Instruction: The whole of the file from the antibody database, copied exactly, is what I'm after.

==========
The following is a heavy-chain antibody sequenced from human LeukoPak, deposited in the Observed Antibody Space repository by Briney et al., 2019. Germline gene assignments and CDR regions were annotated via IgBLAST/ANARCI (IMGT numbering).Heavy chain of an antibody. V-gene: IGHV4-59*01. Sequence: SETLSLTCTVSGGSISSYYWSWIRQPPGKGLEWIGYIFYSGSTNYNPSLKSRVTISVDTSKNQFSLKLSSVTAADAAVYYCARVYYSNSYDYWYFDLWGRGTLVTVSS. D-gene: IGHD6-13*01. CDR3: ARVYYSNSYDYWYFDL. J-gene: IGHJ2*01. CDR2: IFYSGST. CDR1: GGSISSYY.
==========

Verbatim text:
The following is a heavy-chain antibody sequenced from human LeukoPak, deposited in the Observed Antibody Space repository by Briney et al., 2019. Germline gene assignments and CDR regions were annotated via IgBLAST/ANARCI (IMGT numbering).Heavy chain of an antibody. V-gene: IGHV4-59*01. Sequence: SETLSLTCTVSGGSISSYYWSWIRQPPGKGLEWIGYIFYSGSTNYNPSLKSRVTISVDTSKNQFSLKLSSVTAADAAVYYCARVYYSNSYDYWYFDLWGRGTLVTVSS. D-gene: IGHD6-13*01. CDR3: ARVYYSNSYDYWYFDL. J-gene: IGHJ2*01. CDR2: IFYSGST. CDR1: GGSISSYY.